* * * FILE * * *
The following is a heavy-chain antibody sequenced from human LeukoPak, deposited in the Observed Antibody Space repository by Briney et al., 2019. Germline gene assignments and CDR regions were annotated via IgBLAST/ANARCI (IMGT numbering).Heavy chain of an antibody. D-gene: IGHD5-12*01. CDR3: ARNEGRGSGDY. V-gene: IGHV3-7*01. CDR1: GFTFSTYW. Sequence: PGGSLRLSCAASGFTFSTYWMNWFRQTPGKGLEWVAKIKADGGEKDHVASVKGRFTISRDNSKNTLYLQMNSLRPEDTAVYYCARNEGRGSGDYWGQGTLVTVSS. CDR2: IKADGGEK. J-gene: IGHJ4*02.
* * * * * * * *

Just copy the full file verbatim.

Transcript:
The following is a heavy-chain antibody sequenced from human LeukoPak, deposited in the Observed Antibody Space repository by Briney et al., 2019. Germline gene assignments and CDR regions were annotated via IgBLAST/ANARCI (IMGT numbering).Heavy chain of an antibody. D-gene: IGHD5-12*01. CDR3: ARNEGRGSGDY. V-gene: IGHV3-7*01. CDR1: GFTFSTYW. Sequence: PGGSLRLSCAASGFTFSTYWMNWFRQTPGKGLEWVAKIKADGGEKDHVASVKGRFTISRDNSKNTLYLQMNSLRPEDTAVYYCARNEGRGSGDYWGQGTLVTVSS. CDR2: IKADGGEK. J-gene: IGHJ4*02.